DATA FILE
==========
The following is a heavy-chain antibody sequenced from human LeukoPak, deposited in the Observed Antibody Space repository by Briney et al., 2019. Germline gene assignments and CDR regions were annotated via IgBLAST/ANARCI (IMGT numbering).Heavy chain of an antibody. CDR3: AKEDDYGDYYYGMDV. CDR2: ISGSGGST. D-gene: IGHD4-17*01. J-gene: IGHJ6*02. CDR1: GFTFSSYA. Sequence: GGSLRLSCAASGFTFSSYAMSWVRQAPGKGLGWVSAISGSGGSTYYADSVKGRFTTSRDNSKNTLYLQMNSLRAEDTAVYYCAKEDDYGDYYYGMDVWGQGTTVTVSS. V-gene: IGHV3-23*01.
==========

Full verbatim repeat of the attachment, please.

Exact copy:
The following is a heavy-chain antibody sequenced from human LeukoPak, deposited in the Observed Antibody Space repository by Briney et al., 2019. Germline gene assignments and CDR regions were annotated via IgBLAST/ANARCI (IMGT numbering).Heavy chain of an antibody. CDR3: AKEDDYGDYYYGMDV. CDR2: ISGSGGST. D-gene: IGHD4-17*01. J-gene: IGHJ6*02. CDR1: GFTFSSYA. Sequence: GGSLRLSCAASGFTFSSYAMSWVRQAPGKGLGWVSAISGSGGSTYYADSVKGRFTTSRDNSKNTLYLQMNSLRAEDTAVYYCAKEDDYGDYYYGMDVWGQGTTVTVSS. V-gene: IGHV3-23*01.